Eva Lavi was 2 years old when the Nazis invaded Poland. Last week, at age 80, she addressed the United Nations, following International Holocaust Remembrance Day.
Lavi is the youngest survivor from the famous “Schindler’s list,” the list of Jews saved by German industrialist Oskar Schindler as immortalized in the 1993 film. Lavi and her family were put in a ghetto in Poland following the Nazi takeover, after which they were transferred to a labor camp and ultimately to Auschwitz.
Given the diminishing population of Holocaust survivors, Lavi remains conflicted about how best to perpetuate Holocaust memory. She acknowledges that survivors’ stories are extensively documented but she is likewise aware that nothing is more powerful than a firsthand account.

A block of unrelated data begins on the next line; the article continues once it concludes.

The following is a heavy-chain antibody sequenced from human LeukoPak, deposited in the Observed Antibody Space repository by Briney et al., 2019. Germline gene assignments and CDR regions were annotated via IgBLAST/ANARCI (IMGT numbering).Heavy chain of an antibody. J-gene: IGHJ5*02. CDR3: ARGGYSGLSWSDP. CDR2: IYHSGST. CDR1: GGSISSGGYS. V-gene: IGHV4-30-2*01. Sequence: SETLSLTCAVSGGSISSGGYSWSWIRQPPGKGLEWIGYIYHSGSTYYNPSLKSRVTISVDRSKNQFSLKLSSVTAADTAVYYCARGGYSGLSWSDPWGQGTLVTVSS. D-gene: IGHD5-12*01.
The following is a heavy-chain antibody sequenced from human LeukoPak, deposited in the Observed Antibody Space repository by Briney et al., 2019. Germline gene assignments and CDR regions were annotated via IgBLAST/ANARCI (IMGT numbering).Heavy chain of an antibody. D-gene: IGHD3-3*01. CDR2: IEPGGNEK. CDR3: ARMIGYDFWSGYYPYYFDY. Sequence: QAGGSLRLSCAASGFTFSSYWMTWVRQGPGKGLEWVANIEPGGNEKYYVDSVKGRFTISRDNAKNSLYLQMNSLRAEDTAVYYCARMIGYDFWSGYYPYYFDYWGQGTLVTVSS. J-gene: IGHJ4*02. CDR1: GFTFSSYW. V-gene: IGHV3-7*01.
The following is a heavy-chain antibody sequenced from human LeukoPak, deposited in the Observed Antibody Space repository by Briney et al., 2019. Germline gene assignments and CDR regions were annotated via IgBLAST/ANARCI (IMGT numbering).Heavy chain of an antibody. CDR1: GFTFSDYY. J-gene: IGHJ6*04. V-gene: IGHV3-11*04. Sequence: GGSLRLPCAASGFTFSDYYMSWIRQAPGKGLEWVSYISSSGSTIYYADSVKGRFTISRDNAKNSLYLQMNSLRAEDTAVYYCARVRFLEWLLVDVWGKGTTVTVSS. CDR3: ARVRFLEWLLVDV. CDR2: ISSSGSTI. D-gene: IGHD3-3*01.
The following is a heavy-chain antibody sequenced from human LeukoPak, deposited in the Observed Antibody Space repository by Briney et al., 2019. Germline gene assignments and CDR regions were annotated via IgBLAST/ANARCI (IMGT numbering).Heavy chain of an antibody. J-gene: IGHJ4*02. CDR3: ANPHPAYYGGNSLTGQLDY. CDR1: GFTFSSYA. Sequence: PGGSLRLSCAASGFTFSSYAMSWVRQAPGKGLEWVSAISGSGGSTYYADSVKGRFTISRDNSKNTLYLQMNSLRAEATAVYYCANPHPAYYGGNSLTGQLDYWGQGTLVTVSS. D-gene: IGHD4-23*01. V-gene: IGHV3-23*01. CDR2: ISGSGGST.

Israeli U.N. Ambassador Danny Danon, who had invited Lavi to speak, called the speech an increasingly-rare opportunity for international diplomats to hear about the atrocities of the Holocaust firsthand.
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